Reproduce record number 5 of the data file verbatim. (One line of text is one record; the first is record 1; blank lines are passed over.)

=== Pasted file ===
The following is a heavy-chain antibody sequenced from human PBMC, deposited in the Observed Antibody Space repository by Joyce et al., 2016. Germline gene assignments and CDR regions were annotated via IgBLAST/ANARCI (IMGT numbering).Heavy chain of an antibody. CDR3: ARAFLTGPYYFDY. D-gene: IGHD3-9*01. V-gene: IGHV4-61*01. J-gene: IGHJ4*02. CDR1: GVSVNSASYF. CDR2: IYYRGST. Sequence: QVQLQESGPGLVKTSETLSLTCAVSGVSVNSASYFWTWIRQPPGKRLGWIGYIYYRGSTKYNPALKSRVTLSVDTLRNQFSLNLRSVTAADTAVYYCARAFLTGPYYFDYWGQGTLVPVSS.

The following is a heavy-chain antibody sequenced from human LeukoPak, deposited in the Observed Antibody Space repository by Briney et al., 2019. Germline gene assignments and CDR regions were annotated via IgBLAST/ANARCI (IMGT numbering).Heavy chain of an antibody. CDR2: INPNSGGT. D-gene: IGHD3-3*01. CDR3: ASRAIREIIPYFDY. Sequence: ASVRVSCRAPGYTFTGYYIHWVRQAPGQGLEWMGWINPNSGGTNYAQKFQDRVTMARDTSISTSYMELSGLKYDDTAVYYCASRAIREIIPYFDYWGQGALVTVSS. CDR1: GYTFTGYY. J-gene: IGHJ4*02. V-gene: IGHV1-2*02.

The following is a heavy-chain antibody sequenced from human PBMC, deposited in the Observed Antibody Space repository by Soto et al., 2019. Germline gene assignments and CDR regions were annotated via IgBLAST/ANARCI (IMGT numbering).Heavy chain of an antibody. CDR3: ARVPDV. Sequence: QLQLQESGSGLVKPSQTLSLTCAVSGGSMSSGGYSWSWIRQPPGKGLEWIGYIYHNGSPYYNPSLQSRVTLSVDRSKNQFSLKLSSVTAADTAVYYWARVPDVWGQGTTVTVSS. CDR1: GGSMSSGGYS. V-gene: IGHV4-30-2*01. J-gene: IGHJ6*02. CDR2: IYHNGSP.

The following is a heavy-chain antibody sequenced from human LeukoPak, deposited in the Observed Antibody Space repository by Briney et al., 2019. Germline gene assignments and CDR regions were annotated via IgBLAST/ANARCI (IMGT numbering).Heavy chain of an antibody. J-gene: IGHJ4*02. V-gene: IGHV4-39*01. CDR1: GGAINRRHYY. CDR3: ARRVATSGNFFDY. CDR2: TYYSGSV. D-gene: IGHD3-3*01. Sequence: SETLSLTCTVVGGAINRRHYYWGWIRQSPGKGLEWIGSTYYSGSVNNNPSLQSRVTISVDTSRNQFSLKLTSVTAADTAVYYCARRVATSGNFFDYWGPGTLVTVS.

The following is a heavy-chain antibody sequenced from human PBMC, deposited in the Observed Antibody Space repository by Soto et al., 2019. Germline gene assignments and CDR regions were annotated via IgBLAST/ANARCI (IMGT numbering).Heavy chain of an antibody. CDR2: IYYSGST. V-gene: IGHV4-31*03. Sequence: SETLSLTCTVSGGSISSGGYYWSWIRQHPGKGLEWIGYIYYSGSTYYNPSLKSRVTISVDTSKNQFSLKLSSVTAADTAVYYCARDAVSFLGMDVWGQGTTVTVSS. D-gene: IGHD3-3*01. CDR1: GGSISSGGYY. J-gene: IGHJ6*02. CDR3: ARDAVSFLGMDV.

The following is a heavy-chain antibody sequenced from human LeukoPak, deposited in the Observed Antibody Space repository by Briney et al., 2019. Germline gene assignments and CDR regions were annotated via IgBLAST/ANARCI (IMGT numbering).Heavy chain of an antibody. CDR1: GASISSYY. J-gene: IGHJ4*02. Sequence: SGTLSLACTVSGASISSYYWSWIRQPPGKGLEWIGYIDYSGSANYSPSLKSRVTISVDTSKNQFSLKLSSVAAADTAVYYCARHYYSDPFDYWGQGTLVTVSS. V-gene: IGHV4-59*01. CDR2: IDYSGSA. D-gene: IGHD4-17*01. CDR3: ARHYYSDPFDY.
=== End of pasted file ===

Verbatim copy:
The following is a heavy-chain antibody sequenced from human PBMC, deposited in the Observed Antibody Space repository by Soto et al., 2019. Germline gene assignments and CDR regions were annotated via IgBLAST/ANARCI (IMGT numbering).Heavy chain of an antibody. CDR2: IYYSGST. V-gene: IGHV4-31*03. Sequence: SETLSLTCTVSGGSISSGGYYWSWIRQHPGKGLEWIGYIYYSGSTYYNPSLKSRVTISVDTSKNQFSLKLSSVTAADTAVYYCARDAVSFLGMDVWGQGTTVTVSS. D-gene: IGHD3-3*01. CDR1: GGSISSGGYY. J-gene: IGHJ6*02. CDR3: ARDAVSFLGMDV.